Humpback whales (kohola) are our favorite "winter birds" a.k.a. annual visitors to Maui. Officially, they are here from December 15 - April 15; however, since none of the whales have iPhones, they sometimes show up as early as October. The best time to come see these amazing creatures is the end of January through the beginning of March.
|The humpback whales "summer" in Alaska and about 10,000 whales follow the same migration patterns to Hawaii every year. The whales travel over 3,500 miles in a 4-6-week time frame. Females come to give birth and to raise their calves in the relative predator free, warm waters of Hawaii, or to breed (which is why the males come). The gestational period for a humpback whale is 11-12 months, so it is safe to say the calves born one summer were the calves bred the previous summer. The calves are roughly 2,000 pounds at birth and gain about 100 pounds a day from their mother`s milk, which is 50% fat. Though many babies have been born in the waters off of Maui, there has never been a recorded live birth.
(Photo credit: NOAA)
|One of the more phenomenal things to experience during whale season is hearing the male humpbacks sing. Each whale has his own song and wherever he left off singing before he starts his journey back to Alaska, is where he`ll pick up singing once he is back in Hawaiian waters. Scientists believe the songs are to attract females. If you are lucky, can hold your breath for 30 seconds, and are snorkeling in West Maui (Kapalua Bay is a great spot for this), you can hear the songs underwater. The songs can travel up to 12 miles underwater, but sound so much closer, almost as if you look over your shoulder a whale will be right there. It is an otherworldly sound, beautiful and mournful all at the same time.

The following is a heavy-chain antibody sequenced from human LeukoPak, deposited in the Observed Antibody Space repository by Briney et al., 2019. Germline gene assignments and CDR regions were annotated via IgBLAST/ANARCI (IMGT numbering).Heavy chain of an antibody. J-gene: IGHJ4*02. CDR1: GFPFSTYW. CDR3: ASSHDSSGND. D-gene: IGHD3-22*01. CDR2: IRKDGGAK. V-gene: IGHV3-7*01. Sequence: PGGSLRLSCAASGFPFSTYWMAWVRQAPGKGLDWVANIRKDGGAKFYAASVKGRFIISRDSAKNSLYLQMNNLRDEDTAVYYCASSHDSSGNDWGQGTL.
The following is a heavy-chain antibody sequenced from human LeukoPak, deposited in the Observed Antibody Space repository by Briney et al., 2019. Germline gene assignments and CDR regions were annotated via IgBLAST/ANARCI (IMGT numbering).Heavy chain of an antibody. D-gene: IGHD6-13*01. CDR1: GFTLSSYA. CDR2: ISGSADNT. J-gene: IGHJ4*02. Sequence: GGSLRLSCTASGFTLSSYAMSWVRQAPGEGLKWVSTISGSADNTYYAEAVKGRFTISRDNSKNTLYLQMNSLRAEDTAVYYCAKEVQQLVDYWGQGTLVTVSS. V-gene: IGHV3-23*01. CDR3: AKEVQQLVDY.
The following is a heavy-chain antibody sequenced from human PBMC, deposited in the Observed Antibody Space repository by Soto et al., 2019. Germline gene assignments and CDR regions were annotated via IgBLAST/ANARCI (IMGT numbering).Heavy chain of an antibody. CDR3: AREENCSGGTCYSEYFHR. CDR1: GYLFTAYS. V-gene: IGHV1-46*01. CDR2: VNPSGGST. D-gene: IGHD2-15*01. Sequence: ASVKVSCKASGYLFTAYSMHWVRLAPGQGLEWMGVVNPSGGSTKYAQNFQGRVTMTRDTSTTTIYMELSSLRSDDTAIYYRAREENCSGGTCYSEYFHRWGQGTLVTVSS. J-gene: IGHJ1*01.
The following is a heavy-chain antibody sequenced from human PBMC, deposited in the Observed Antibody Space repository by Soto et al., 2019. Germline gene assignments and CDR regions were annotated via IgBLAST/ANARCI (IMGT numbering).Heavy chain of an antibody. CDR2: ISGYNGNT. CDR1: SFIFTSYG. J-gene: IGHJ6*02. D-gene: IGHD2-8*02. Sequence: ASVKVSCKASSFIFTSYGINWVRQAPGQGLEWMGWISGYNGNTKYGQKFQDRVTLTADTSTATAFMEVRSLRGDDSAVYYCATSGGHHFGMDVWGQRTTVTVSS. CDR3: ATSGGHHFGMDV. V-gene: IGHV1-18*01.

How to Spot a Whale
|If you are in Maui during whale season, a whale watch is a must-do activity. Though you can spot whales from your lanai, or even from the beach, being out on the water in their environment is nothing short of amazing. Most, if not all, of the whale watch tours guarantee whale encounters during whale season.
Morning seems to be the best time to see whale activity. Start by scanning the ocean for any type of break in the water. This depends on the ocean that day as it will obviously be easier to see breaks on a calm, clear day. A great indicator of whales is a cluster of boats, so watch for that as well. The most common indication that there are whales is a spout. During whale season, there isn`t a day that goes by that you don`t at least see one spout, so keep your eyes peeled! The spout or blow, hence the saying, "thar she blows," comes from whales exhaling on the surface. Once a blow has been spotted, keep watching in the general area, whales can dive for up to 10 minutes, but are mammals and have to breathe air, so they will eventually return to the surface.
If a big splash is seen, that usually indicates a breach, the "piece de resistance" of whale spotting. Keep watching, the humpbacks whales often breach several times in a row. Other behaviors that can be seen from land are tail and/or peck slaps and spy hopping (just the humpback head comes out of the water).